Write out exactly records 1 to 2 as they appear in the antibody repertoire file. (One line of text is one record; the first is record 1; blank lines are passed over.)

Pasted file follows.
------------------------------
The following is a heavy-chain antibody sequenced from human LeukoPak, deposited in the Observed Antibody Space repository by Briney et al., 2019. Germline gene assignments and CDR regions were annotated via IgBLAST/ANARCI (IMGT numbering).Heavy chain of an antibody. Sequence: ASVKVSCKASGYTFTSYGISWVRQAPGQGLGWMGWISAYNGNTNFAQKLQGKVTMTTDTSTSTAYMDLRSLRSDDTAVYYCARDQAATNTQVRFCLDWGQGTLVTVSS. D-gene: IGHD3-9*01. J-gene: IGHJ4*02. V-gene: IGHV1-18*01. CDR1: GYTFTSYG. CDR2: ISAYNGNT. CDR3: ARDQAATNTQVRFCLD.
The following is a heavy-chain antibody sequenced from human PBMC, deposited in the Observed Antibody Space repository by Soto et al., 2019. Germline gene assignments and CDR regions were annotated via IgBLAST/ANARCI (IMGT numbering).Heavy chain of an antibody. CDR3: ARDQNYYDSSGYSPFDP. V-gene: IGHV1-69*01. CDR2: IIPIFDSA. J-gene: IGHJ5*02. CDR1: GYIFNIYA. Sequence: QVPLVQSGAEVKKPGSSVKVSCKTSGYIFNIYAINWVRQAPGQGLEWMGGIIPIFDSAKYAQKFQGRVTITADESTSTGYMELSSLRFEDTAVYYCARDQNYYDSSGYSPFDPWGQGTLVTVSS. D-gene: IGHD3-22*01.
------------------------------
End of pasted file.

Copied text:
The following is a heavy-chain antibody sequenced from human LeukoPak, deposited in the Observed Antibody Space repository by Briney et al., 2019. Germline gene assignments and CDR regions were annotated via IgBLAST/ANARCI (IMGT numbering).Heavy chain of an antibody. Sequence: ASVKVSCKASGYTFTSYGISWVRQAPGQGLGWMGWISAYNGNTNFAQKLQGKVTMTTDTSTSTAYMDLRSLRSDDTAVYYCARDQAATNTQVRFCLDWGQGTLVTVSS. D-gene: IGHD3-9*01. J-gene: IGHJ4*02. V-gene: IGHV1-18*01. CDR1: GYTFTSYG. CDR2: ISAYNGNT. CDR3: ARDQAATNTQVRFCLD.
The following is a heavy-chain antibody sequenced from human PBMC, deposited in the Observed Antibody Space repository by Soto et al., 2019. Germline gene assignments and CDR regions were annotated via IgBLAST/ANARCI (IMGT numbering).Heavy chain of an antibody. CDR3: ARDQNYYDSSGYSPFDP. V-gene: IGHV1-69*01. CDR2: IIPIFDSA. J-gene: IGHJ5*02. CDR1: GYIFNIYA. Sequence: QVPLVQSGAEVKKPGSSVKVSCKTSGYIFNIYAINWVRQAPGQGLEWMGGIIPIFDSAKYAQKFQGRVTITADESTSTGYMELSSLRFEDTAVYYCARDQNYYDSSGYSPFDPWGQGTLVTVSS. D-gene: IGHD3-22*01.